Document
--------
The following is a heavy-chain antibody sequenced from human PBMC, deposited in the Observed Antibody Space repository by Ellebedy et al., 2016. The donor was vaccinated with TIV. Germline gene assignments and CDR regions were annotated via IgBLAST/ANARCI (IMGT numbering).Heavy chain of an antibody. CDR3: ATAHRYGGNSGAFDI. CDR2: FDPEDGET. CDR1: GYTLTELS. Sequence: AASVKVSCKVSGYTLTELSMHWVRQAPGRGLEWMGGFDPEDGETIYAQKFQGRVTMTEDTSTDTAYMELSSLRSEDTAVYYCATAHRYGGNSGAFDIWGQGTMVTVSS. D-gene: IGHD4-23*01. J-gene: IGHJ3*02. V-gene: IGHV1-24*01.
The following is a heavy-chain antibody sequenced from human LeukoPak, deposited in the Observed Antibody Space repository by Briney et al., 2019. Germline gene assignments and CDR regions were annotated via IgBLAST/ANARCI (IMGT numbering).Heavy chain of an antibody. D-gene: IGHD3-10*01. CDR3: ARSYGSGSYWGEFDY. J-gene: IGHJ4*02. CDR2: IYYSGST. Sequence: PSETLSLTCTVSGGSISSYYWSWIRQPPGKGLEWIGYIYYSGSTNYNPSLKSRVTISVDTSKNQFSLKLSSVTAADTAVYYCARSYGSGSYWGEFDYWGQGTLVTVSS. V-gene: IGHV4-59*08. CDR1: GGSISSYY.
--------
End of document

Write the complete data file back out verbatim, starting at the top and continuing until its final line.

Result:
The following is a heavy-chain antibody sequenced from human PBMC, deposited in the Observed Antibody Space repository by Ellebedy et al., 2016. The donor was vaccinated with TIV. Germline gene assignments and CDR regions were annotated via IgBLAST/ANARCI (IMGT numbering).Heavy chain of an antibody. CDR3: ATAHRYGGNSGAFDI. CDR2: FDPEDGET. CDR1: GYTLTELS. Sequence: AASVKVSCKVSGYTLTELSMHWVRQAPGRGLEWMGGFDPEDGETIYAQKFQGRVTMTEDTSTDTAYMELSSLRSEDTAVYYCATAHRYGGNSGAFDIWGQGTMVTVSS. D-gene: IGHD4-23*01. J-gene: IGHJ3*02. V-gene: IGHV1-24*01.
The following is a heavy-chain antibody sequenced from human LeukoPak, deposited in the Observed Antibody Space repository by Briney et al., 2019. Germline gene assignments and CDR regions were annotated via IgBLAST/ANARCI (IMGT numbering).Heavy chain of an antibody. D-gene: IGHD3-10*01. CDR3: ARSYGSGSYWGEFDY. J-gene: IGHJ4*02. CDR2: IYYSGST. Sequence: PSETLSLTCTVSGGSISSYYWSWIRQPPGKGLEWIGYIYYSGSTNYNPSLKSRVTISVDTSKNQFSLKLSSVTAADTAVYYCARSYGSGSYWGEFDYWGQGTLVTVSS. V-gene: IGHV4-59*08. CDR1: GGSISSYY.